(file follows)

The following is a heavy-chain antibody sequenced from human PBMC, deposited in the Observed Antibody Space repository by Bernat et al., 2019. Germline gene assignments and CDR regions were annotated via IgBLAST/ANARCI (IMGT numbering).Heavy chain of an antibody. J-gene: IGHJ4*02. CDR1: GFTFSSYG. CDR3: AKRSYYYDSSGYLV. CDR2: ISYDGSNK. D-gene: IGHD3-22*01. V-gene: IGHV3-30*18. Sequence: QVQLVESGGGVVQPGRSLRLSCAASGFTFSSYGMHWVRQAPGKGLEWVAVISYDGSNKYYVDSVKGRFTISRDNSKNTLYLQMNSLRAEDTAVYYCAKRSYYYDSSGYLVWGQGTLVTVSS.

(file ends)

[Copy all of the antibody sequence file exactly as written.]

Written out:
The following is a heavy-chain antibody sequenced from human PBMC, deposited in the Observed Antibody Space repository by Bernat et al., 2019. Germline gene assignments and CDR regions were annotated via IgBLAST/ANARCI (IMGT numbering).Heavy chain of an antibody. J-gene: IGHJ4*02. CDR1: GFTFSSYG. CDR3: AKRSYYYDSSGYLV. CDR2: ISYDGSNK. D-gene: IGHD3-22*01. V-gene: IGHV3-30*18. Sequence: QVQLVESGGGVVQPGRSLRLSCAASGFTFSSYGMHWVRQAPGKGLEWVAVISYDGSNKYYVDSVKGRFTISRDNSKNTLYLQMNSLRAEDTAVYYCAKRSYYYDSSGYLVWGQGTLVTVSS.